Documentary Review – Wine Masters: Terroir, Taste & Tradition
By Roslyne Buchanan.
I felt teleported to France in watching Season One of Wine Masters: Terroir, Taste & Tradition with my senses fully engaged as we traveled through vineyards and wine cellars. I found myself salivating as grapes were plucked from vines to be sampled and glasses of wine sniffed, swirled and tasted.
Granted a preview of this documentary series by Dutch feature film producer and wine connoisseur Klaas de Jong of Farmhouse TV & Film (http://farmhousefilm.nl/), I had no idea at the outset its relevance to the evolution of our Okanagan wine region. As the province of British Columbia officially designates growing regions (appellations) and sub-growing regions (sub geographic indicators) and grapples with scientific differentiation between the areas, an intimate introduction to five French wine regions and a specific family within each was a wonderful reminder of why these things matter.
Season One was divided into regions with a representative family and featured grape varieties:
⁃ Rhône | Family E. Guigal – Syrah and Viognier
⁃ Loire | Family Bourgeois – Sauvignon Blanc
⁃ Bordeaux | Family Boüard de Laforest – Merlot, Cabernet Franc, and Cabernet Sauvignon
⁃ Burgundy | Family Drouhin – Chardonnay and Pinot Noir
⁃ Alsace | Family Trimbach – Riesling, Gewürztraminer and Pinot Gris
“One of the motivations ideas behind the series, is that many people are losing the knowledge about where the popular grapes on the label come from,” said de Jong. “It’s interesting for wine lovers and wine professionals to see what drives the distinguished families, their stories and the (technical) philosophies of their way of winemaking.”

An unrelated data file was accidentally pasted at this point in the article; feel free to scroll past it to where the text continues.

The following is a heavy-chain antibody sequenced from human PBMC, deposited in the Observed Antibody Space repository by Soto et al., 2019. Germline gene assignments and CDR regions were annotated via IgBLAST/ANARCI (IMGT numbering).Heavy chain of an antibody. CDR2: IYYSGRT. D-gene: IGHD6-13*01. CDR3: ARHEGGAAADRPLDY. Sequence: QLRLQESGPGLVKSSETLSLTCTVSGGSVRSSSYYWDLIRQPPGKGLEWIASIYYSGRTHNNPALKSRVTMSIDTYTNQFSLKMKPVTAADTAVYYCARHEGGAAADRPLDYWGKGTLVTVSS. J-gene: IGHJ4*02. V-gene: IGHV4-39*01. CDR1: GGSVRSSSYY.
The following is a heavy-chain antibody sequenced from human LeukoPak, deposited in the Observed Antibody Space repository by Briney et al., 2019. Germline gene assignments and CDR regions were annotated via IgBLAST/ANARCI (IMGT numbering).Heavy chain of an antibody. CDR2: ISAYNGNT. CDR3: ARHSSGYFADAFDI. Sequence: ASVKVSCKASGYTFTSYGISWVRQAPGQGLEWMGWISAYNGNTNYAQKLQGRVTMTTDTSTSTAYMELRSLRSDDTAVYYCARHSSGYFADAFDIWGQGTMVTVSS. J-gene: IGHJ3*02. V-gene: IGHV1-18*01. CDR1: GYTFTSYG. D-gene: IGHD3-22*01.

Stunningly filmed and accompanied by music of the Noordpool Orchestra, the documentary is a sensory masterpiece. Each episode includes informative commentary by Masters of Wine Tim Atkin of London, England, and Jeannie Cho Lee, Hong Kong, China. Also common to each episode is the introduction of multiple members of the family working within the family wine business; commentary on wine rankings and their impact on consumers; and suggested food and wine pairings with luscious long table dinners illustrating them.
The documentary was highly successful in personalizing each family. After each session, I gained an understanding of the family’s early exposure to the wine industry, their personal connection to it and their commitment to carry the family tradition forward to the next generations.
Cinematography included glimpses of the families’ homes, winemaking facilities, barrel rooms and vineyards. With drone videos, I came away with a real sense of place for each location.
A total of seven seasons are planned, each with five episodes, roughly 45 minutes per setting, with a focus on a specific wine country or theme. Next up is Italy and I can’t wait to hear the stories of those families. This time I’ll be equipped with a glass of wine in hand and perhaps a plate of pasta.
Featured photo: Tasting with Marcel and Philippe Guigal.